I have a fair collection of cook books both new and old.  My favourite cook books are anything with baking or preserving (jams and jellies and such like).  Some books I have never made anything from, although I want to try three or four of the recipes.  Other books I have get me extremely inspired to get into the kitchen and try stuff out.  Melie’s Kitchen falls into the second group – there is so much in there that is just ‘wow’ and ‘oh-my-goodness’ and ‘I’d never have thought of that’.  It’s so exciting (and no, it is not sad that I find a cookbook exciting). Continue reading

Cookbook Review: Pipi at home

Pipi at HomePipi, a vibrant pink café in Havelock North, Hawkes Bay, has locals bowled over and visitors listing it as one of the attractions not to miss when visiting the region. That being said, I haven’t yet managed to find my way there despite being in and through Havelock North many times. The main reason (excuse) is that we are usually on our way to somewhere or we are visiting friends so time to sit and have a leisurely meal hasn’t presented itself as yet. It doesn’t help that Havelock North is stuffed full of fabulous places to visit – from Bellatino’s Foodlovers Market and Poppies bookshop which, as I’ve mentioned before, is packed with a huge variety of cookbooks to the Adam & Eva café & food store and Jacksons Bakery & Café.  It is also worth a mention that Pipi, while described as a café, is open 4pm – 10pm so it is an evening meal destination (or very late afternoon tea/lunch).

Continue reading

Cookbook Review: A Fresh Start

Nadia Lim's Fresh Start Cookbook
I have a lot of cookbooks; more than I care to count.  I use a lot of them for research and some contain favourite family recipes.  Occasionally, I get one out and I’ll try a couple of recipes to try to find a superb dinner to add to our repertoire of awesome recipes.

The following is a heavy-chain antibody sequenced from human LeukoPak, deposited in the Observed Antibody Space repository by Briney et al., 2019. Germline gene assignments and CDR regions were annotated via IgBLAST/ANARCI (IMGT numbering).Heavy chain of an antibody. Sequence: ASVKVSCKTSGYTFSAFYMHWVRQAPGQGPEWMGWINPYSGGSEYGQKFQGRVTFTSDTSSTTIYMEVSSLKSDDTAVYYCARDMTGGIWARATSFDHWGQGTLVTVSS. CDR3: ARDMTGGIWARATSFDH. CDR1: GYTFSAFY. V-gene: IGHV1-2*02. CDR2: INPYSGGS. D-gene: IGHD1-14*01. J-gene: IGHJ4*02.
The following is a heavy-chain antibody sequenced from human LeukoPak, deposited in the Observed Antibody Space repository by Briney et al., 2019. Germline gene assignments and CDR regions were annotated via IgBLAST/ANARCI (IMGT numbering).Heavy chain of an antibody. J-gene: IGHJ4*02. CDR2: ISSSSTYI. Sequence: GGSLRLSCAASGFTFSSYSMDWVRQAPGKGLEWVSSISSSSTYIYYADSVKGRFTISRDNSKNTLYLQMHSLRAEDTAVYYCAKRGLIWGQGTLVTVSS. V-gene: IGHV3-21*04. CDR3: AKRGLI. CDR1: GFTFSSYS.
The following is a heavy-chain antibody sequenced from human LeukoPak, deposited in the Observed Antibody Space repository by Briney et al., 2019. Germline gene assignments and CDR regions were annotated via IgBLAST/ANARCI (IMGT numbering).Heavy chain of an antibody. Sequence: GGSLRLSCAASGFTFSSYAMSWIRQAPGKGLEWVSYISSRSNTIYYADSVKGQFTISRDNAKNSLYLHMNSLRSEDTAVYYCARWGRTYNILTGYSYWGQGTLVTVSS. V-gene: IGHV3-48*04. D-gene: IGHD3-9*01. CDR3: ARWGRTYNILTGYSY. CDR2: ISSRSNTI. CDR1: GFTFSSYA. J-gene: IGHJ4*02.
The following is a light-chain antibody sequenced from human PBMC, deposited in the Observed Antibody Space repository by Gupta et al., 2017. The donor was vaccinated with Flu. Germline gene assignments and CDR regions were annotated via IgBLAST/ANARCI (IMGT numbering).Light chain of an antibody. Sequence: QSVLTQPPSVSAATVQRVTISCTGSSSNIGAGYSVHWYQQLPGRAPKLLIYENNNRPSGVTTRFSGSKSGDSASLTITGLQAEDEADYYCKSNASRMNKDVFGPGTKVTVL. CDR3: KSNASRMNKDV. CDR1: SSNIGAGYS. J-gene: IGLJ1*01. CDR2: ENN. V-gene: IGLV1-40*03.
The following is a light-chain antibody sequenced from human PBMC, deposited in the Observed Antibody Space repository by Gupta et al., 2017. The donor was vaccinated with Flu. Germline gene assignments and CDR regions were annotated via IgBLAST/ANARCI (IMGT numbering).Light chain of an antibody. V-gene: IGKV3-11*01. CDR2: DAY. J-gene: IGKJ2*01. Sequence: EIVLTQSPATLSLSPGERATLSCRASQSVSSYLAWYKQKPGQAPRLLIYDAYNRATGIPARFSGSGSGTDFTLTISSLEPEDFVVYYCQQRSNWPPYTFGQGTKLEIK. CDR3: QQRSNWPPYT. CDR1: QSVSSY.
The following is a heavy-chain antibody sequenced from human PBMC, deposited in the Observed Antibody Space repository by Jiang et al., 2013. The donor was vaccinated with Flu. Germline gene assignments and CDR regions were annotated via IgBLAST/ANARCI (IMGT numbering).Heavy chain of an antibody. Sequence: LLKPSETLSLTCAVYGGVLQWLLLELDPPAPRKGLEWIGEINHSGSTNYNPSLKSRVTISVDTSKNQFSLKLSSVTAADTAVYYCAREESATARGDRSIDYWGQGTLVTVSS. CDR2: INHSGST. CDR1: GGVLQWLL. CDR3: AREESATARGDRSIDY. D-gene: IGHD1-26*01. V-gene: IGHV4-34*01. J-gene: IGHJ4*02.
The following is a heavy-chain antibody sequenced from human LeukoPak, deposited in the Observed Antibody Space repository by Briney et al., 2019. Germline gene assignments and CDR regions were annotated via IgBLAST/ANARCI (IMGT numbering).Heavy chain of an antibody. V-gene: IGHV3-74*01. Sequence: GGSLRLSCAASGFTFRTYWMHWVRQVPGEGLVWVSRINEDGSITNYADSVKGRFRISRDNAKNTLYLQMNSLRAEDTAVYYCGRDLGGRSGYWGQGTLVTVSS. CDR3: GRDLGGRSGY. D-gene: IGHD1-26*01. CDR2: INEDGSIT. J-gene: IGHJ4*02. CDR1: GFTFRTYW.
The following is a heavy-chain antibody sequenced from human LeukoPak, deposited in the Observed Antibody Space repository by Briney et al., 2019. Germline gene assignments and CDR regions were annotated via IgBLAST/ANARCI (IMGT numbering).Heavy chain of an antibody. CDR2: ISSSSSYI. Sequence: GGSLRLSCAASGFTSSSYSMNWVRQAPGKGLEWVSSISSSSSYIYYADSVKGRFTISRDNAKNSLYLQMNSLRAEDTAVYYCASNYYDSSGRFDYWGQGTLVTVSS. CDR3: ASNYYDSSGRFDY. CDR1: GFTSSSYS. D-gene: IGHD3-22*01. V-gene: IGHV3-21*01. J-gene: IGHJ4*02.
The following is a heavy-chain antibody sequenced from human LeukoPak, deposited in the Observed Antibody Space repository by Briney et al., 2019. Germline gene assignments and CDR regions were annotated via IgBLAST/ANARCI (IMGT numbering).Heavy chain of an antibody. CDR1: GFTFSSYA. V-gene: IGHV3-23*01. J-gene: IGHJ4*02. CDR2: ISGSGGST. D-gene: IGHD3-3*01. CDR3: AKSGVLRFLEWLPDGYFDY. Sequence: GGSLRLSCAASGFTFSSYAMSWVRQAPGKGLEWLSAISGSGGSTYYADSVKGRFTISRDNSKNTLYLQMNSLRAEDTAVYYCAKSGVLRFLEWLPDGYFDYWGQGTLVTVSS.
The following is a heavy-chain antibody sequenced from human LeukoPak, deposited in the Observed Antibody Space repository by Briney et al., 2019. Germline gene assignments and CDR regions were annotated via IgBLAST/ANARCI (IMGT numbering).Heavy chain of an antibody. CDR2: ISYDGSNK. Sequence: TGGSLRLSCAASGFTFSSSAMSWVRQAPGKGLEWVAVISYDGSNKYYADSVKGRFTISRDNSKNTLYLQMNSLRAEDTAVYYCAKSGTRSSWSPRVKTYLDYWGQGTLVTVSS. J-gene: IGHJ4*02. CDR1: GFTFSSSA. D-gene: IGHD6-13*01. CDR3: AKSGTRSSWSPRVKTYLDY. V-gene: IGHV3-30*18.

As part of my writing gig for the local newspaper, I request cookbooks to review (I also receive some that I haven’t requested which is interesting as it causes me to try recipes out of a cookbook I might not have otherwise picked up and in turn, broadens our food experience even more – as was the case with Rick Stein’s ‘from Venice to Istanbul’). Continue reading

This cookbook is a keeper: One-dish Dinners – Easy all-in-one meals

One-dish dinners – Penny Oliver

Published by Penguin Random House (NZ)
One-dish dinners
I was lucky enough to receive a review copy of One-dish Dinners by Penny Oliver.  A long-time NZ food writer, Penny has written six cookbooks including Beach Bach Boat Barbecue and Single Serve.  The easy all-in-one meals theme of her latest book, One-dish Dinners, appealed to the busy-week-night-mother-with-hungry-chickens in me.  I work from home, so I have more freedom than most working mothers in that I can put tea on at any point during the day.  However, with after school trips to guitar lessons, choir practice and such-like, dinner prep time can be a harried affair.  On these nights, I don’t want to create a delicious healthy macaroni and cheese that uses every pot I have in the kitchen and most of the bowls as well.  I do want to create delicious healthy meals with minimum fuss and bother. Continue reading

Cookbook Review: Recipes from my French Kitchen

Recipes from my French Kitchen – Allyson Gofton
Published by Penguin NZ
Recipes from My French Kitchen

NZ food writer Allyson Gofton and her husband Warwick relocate their children Jean-Luc & Olive-Rose to rural South-West France for a year.  The idea behind the move was to experience a different culture and help the children learn a second language.  Allyson has written an honest account of their year and shared the experience in Recipes from my French Kitchen.  The resulting book is more than a recipe book – it allows the reader to learn about the lifestyle of rural French villagers from Caixon – a small village nestled beneath the Pyrenees. Continue reading

Cookbook Review: Everyday Delicious

Everyday Delicious
Everyday Delicious is the second cookbook from Chelsea Winter, winner of NZ MasterChef season three.  At My Table, Chelsea’s bestselling first cookbook, is marketed as ‘hearty, delicious, no-fuss mainstream New Zealand recipes’ and Everyday Delicious continues this theme with recipes specifically created for home cooks. Continue reading